BASED on his work from the past dozen years, you might expect Takashi Murakami to be the illegitimate love child of Tinky Winky and Minnie Mouse, as home-schooled in Amida Buddhism. Or maybe the test-tube spawn of E.T. and Little Annie Fanny, given to unexpected scholarly interest in the erudite traditions of Japanese screens and scrolls.
He's neither, of course. But Murakami's art jumbles manga with Nihonga -- postwar Japanese comic books and prewar paintings that synthesize a dense array of traditional Japanese techniques and motifs. His sprawling mid-career survey, opening today at MOCA's Geffen Contemporary, is awash in sculptural androids, CinemaScope paintings, ethereal video animations and lavish merchandise.
Certainly it's fitting that the Tokyo-based artist, 45, is having his retrospective in a Little Tokyo museum. A psychologically conflicted relationship between East and West, especially Japanese and American culture, is pivotal to both manga and Nihonga. It's the tuning fork that sets the constant pitch for Murakami's art.
Take "Miss ko2." This sleekly painted fiberglass figure is the Jetsons' version of a pleasure-house geisha, by way of Hooters restaurant. It may be one of the creepiest artist's dolls since German Surrealist Hans Bellmer lovingly cobbled together some flax fiber, plaster, wooden ball joints and glue in 1934, so he could take dirty photographs. (The creepiest of all is Charles Ray's big mama fashion mannequin, "Fall '91," which may have directly inspired Murakami.)
The Playboy Bunny-like waitress, dressed in a miniskirt and cherry red high heels, holds out a welcoming hand at the show's entrance. She's here to serve paying customers a giant pair of pneumatic breasts, impossibly extruded limbs and an adolescent aura of wide-eyed innocence, all tied up in a bow atop cascading blond tresses.
Did I mention that "Miss ko2" is also larger than life? Like Ray's Vogue magazine dominatrix sculpture, Murakami's stands 8 feet tall. Male Surrealists like Bellmer idealized the child-woman as a fantasy muse, capable of dismantling rational forces. But not Murakami. His art appears resigned to global culture's truly monumental irrationality.
Nihonga, which he studied from 1986 to 1993 as a university doctoral candidate, was a stiff reaction against Western influence on hitherto cloistered Japan. It emerged at the Modern era's start, fusing sometimes-contradictory traditions and techniques in an improbable quest to assert the "Japanese-ness" of Japanese art.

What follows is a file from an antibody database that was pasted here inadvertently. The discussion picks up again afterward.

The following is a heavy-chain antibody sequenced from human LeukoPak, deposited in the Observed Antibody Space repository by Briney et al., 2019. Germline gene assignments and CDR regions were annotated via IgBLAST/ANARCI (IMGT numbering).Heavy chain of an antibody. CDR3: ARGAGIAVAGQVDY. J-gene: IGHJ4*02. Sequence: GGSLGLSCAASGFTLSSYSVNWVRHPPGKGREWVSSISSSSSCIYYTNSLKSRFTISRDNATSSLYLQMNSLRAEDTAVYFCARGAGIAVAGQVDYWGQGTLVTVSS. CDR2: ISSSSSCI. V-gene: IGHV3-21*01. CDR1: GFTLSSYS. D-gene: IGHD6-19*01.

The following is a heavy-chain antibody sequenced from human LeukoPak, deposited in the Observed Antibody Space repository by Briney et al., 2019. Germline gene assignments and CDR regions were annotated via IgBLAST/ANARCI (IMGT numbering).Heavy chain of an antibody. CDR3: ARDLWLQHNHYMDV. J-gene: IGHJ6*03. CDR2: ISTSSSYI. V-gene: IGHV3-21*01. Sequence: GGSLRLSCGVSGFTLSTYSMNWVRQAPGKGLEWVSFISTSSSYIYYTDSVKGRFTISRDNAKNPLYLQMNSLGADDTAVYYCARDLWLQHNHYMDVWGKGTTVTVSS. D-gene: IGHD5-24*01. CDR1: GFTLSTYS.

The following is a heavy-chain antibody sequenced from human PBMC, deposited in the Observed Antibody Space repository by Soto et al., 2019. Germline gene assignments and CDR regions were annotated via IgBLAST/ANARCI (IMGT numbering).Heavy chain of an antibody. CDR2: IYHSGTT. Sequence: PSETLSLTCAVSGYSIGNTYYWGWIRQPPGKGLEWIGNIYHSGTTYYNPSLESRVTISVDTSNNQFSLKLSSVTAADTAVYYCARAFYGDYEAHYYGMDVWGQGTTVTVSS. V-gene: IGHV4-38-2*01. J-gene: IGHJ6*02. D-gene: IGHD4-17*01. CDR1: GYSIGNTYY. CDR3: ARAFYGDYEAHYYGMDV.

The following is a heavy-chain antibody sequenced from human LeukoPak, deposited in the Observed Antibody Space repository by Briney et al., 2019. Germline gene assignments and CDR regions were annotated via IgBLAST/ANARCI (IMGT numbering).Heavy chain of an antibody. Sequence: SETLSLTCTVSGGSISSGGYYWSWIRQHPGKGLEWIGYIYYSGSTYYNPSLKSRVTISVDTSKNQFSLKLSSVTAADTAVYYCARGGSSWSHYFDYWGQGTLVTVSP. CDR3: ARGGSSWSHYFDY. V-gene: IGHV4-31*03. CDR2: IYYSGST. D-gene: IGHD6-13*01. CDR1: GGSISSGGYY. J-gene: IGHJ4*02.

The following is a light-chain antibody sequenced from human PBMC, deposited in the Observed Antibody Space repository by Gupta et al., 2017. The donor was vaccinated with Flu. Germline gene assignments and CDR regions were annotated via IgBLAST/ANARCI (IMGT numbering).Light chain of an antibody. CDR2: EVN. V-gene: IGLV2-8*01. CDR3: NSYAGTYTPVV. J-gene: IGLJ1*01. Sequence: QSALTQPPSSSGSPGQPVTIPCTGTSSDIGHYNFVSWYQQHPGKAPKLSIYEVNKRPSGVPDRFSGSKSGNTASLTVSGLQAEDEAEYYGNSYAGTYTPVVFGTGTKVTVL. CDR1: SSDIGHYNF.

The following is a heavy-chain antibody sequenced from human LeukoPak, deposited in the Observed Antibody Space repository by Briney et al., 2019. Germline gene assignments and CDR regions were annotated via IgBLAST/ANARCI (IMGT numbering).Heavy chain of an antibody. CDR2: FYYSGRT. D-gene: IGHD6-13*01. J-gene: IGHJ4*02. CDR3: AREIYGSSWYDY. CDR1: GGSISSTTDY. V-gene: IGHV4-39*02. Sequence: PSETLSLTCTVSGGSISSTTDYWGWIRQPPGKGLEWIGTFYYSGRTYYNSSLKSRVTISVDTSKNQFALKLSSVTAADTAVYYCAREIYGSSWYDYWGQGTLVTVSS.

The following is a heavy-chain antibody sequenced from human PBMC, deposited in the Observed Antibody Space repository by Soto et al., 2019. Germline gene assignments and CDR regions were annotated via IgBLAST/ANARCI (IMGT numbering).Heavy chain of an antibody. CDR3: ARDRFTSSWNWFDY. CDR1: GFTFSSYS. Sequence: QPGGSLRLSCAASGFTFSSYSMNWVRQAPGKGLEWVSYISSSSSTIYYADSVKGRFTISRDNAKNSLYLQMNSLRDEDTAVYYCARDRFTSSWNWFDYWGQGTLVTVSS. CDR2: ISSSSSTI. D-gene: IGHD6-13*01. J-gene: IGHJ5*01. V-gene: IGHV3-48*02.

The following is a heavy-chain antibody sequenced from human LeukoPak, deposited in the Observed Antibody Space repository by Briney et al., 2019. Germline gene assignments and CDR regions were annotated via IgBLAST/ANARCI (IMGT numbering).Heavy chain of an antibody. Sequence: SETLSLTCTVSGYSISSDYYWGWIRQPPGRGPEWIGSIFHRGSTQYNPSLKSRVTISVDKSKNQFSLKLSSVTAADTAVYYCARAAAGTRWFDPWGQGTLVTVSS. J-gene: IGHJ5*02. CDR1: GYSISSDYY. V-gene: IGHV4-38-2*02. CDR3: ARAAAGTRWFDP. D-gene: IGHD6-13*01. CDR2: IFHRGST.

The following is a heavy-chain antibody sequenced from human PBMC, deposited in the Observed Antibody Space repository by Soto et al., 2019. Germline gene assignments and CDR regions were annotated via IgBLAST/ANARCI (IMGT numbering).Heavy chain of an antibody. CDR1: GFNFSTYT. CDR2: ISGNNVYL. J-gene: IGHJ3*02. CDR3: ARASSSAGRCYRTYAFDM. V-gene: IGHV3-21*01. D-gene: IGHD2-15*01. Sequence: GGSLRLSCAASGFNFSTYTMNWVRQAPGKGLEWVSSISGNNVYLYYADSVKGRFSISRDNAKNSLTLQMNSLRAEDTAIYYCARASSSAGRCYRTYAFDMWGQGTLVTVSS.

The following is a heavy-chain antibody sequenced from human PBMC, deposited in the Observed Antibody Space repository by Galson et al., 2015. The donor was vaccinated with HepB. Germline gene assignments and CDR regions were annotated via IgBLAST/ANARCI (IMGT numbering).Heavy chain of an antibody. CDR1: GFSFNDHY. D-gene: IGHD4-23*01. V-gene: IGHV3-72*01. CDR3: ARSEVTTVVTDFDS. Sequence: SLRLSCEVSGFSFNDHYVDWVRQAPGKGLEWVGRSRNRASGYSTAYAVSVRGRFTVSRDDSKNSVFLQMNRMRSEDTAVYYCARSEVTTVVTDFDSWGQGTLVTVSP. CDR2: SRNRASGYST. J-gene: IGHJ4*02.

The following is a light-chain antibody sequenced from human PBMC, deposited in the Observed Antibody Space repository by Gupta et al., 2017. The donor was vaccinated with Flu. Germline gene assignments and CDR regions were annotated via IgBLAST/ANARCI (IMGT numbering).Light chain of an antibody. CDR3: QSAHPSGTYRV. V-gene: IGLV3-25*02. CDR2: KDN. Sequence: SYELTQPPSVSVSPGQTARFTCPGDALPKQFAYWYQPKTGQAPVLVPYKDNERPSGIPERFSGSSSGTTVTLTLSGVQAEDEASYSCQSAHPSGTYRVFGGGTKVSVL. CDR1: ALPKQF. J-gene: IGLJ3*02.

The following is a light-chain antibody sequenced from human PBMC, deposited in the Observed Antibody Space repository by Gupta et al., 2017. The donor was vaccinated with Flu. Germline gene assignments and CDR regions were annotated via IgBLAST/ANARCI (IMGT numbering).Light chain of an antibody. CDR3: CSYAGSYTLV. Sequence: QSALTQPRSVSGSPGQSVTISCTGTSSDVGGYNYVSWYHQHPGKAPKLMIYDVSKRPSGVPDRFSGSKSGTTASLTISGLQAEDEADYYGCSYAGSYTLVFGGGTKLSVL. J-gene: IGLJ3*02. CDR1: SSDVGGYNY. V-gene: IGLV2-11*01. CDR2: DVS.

Manga, by contrast, was partly fueled by the lengthy post-1945 U.S. occupation of Japan. Young American G.I.s imported the boisterous artifacts of popular culture by the ton.
These two threads are tightly knotted throughout the show. Ninety-six paintings, sculptures, animations and other works have been assembled, all but six made since 1995. There's also a display of about 500 commercial trinkets -- T-shirts, plush toys, postcards, coffee mugs, paperweights, ad nauseam and absurdum -- produced by his company, Kaikai Kiki Corp.
Fantastic myths and legends find contemporary form in candy-colored works whose forced cheerfulness can, in this colossal quantity, become wearing. Halfway through the show, when I entered a raucously floral-wallpapered room filled with floral paintings bursting with the same smiling flowers and dominated by a topiary sculpture whose flowery tendrils reached 13 feet into the air, my teeth began to hurt.
Chuck E. Cheese for grown-ups, it's a bit like eating a whole box of See's candy for lunch.
I suspect, though, that nausea is part of what Murakami is after. The demotic hysteria of commercial culture infects everything now, including once-sober political discourse. It's our global patois.
"Tan Tan Bo Puking -- a.k.a. Gero Tan" is a mural-size, multi-panel painting in flat, bright colors that shows an engorged cartoon monster spewing buckets-full of rainbow pigment through jagged teeth. Tiepolo clouds billow lightly in the azure sky. Like a Japanese Saturn devouring his children, destroying the future in order to protect himself from being supplanted by them, Gero Tan's repulsive feast produces magnificent art.
Murakami has spoken about the kudzu-like proliferation of ultra-cute imagery in Japanese culture -- Hello Kitty, say -- as a colossal index of repressed confidence in the wake of a militaristic nation's humiliating battlefield defeat 62 years ago. Even death now seems infantilized, as in his remarkable paintings of a skeleton whose mushroom-cloud shape is horribly adorable.
The conceptual debt to Andy Warhol, here and everywhere in the show, is obvious. But the squeamishness induced by Murakami's distinctive brand of Pop Art is entirely different.
And I emphasize brand. Murakami is the first major artist, Eastern or Western, to make our pervasive culture of branding a primary subject, rather than simply exploiting it.